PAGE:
Malaysian premier vows to help Indonesia combat haze

 Indonesia's President Joko Widodo (right) shakes hand with Malaysia's Prime Minister Najib Razak at the Presidential Palace in Bogor, West Java province, on Oct 11, 2015.
Indonesia's President Joko Widodo (right) shakes hand with Malaysia's Prime Minister Najib Razak at the Presidential Palace in Bogor, West Java province, on Oct 11, 2015.PHOTO: REUTERS/ANTARA FOTO

JAKARTA (AFP) - Visiting Malaysian Prime Minister Najib Razak pledged on Sunday to help Indonesia fight forest fires blanketing Southeast Asia in haze as foreign aircraft joined operations to douse the blazes.

Datuk Seri Najib began a two-day visit by meeting President Joko Widodo at the state palace in Bogor, West Java, to discuss a range of issues including the palm oil industry, environmental cooperation and the smog.

The regional environmental crisis has caused flights and major events to be cancelled and forced tens of thousands of people in Indonesia, Malaysia and Singapore to seek treatment for respiratory problems.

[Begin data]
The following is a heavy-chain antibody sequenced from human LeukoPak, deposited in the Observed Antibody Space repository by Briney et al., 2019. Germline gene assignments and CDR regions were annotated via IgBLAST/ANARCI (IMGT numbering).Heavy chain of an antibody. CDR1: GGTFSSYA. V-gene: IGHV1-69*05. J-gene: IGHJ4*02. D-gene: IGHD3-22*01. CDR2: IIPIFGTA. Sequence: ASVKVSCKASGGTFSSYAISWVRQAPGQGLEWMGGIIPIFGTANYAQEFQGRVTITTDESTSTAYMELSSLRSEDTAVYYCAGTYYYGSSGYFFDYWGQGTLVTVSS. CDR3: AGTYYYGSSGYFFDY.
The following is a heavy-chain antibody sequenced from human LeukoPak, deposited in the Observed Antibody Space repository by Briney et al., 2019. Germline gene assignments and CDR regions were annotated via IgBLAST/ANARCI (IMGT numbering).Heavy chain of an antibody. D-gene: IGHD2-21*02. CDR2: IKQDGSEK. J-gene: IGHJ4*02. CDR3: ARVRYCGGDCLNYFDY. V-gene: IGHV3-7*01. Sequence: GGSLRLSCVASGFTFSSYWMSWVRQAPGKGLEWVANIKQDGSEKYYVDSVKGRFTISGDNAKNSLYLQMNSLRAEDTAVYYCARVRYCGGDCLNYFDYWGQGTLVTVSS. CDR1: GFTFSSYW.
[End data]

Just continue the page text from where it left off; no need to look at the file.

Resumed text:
"We consider the haze a serious issue as it's a burden to Malaysians and Indonesians," Mr Najib told reporters after the meeting.

"Malaysia is prepared to increase our assistance in dousing the fires. The areas affected are widespread so certainly the challenges are very big," he said.

The blazes flare annually during the dry season as fires are illegally set to clear land for cultivation on Indonesia's island of Sumatra and in the Indonesian portion of Borneo island.

National disaster mitigation agency spokesman Sutopo Purwo Nugroho said a Malaysian CL415 Bombardier capable of scooping up to six tonnes of water from the sea, and a Singaporean Chinook helicopter which can pour water from a huge hanging bucket, were among the 10 aircraft used for water-bombing in South Sumatra province.

A Lockheed L100 Hercules Air Tanker with a 15-tonne capacity is expected to arrive in the coming days, he added.

Jakarta has deployed about 25,000 personnel and aircraft but the firefighters have been overwhelmed by the extent of the blazes.

The Indonesian government for weeks insisted it did not need international help before finally agreeing to accept the offers from several countries.